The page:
Sixty-three percent say U.S. made mistake in sending troops
PRINCETON, NJ -- The most recent USA Today/Gallup poll finds 63% of Americans saying the United States made a mistake in sending troops to Iraq, a new high mark by one percentage point.
The new high in Iraq war opposition is also notable because it is the highest "mistake" percentage Gallup has ever measured for an active war involving the United States -- surpassing by two points the 61% who said the Vietnam War was a mistake in May 1971. At that time, however, Gallup found greater uncertainty (11% no opinion) and lower outright support for the Vietnam War (28% said it was not a mistake) than it does for the Iraq war today (36%), so it is not clear-cut as to which war was less popular with the American public.
When Gallup has asked about Vietnam retrospectively over the years since the war ended, as many as 74% of Americans (in 1990) said it was a mistake.
In February and March 1952, a majority of Americans also said the United States made a mistake in sending troops to Korea, the only other U.S. intervention since 1950 that has registered majority opposition.
Last summer, just 25% said the United States made a mistake in sending troops to Afghanistan. Opposition to the first Persian Gulf War reached only as high as 30%, in January 1991 (before actual fighting began; after fighting commenced, the high was just 21%).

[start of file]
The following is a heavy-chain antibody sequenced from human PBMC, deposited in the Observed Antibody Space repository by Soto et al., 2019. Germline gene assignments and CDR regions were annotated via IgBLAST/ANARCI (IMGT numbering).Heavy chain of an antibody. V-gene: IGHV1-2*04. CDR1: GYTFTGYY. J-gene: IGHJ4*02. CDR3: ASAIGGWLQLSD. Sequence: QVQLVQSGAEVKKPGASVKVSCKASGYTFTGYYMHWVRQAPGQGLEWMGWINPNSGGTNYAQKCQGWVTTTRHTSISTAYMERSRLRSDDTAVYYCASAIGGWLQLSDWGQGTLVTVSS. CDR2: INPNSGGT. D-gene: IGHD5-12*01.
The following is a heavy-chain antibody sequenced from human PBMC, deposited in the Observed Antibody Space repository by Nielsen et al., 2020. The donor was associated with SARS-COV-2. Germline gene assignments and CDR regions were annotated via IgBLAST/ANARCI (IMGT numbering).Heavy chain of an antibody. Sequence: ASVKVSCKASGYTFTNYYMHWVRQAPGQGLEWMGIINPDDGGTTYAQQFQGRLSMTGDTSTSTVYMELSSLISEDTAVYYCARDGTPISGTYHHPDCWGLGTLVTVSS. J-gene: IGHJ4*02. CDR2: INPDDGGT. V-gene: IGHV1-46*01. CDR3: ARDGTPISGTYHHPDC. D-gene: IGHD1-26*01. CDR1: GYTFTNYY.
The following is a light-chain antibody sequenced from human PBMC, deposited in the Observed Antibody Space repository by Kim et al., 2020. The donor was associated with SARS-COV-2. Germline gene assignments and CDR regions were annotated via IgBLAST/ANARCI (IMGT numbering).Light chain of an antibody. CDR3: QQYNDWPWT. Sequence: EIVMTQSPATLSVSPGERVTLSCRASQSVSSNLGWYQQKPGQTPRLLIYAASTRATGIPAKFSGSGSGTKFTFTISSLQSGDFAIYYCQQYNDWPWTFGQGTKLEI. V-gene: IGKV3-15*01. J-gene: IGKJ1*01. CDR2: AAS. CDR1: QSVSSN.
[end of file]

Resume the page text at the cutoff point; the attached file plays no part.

By now, public opposition to the war is pretty well-established. Gallup has found at least half of Americans calling the war a mistake in all but one survey since December 2005. The average percentage saying the war is a mistake has increased every year of the conflict, and is nearly twice as high thus far in 2008 (the sixth year of the conflict) as it was in the initial year.
Even though majority opposition to the Iraq war is basically cemented, other Gallup polling has found that the public does not necessarily advocate a quick end to the war. While a majority now favors a timetable for withdrawing troops, only about one in five Americans think the withdrawal should begin immediately and be completed as soon as possible.
The public will implicitly choose one path on Iraq this fall, given its choice between Republican presidential candidate John McCain (who favors the war and argues the consequences of withdrawal would be severe) and either Democratic presidential candidate, Hillary Clinton or Barack Obama (both of whom oppose the war and want to end it as quickly as they deem prudent).
Results are based on telephone interviews with 1,016 national adults, aged 18 and older, conducted April 18-20, 2008. For results based on the total sample of national adults, one can say with 95% confidence that the maximum margin of sampling error is ±3 percentage points.
Interviews are conducted with respondents on land-line telephones (for respondents with a land-line telephone) and cellular phones (for respondents who are cell-phone only).
In addition to sampling error, question wording and practical difficulties in conducting surveys can introduce error or bias into the findings of public opinion polls.
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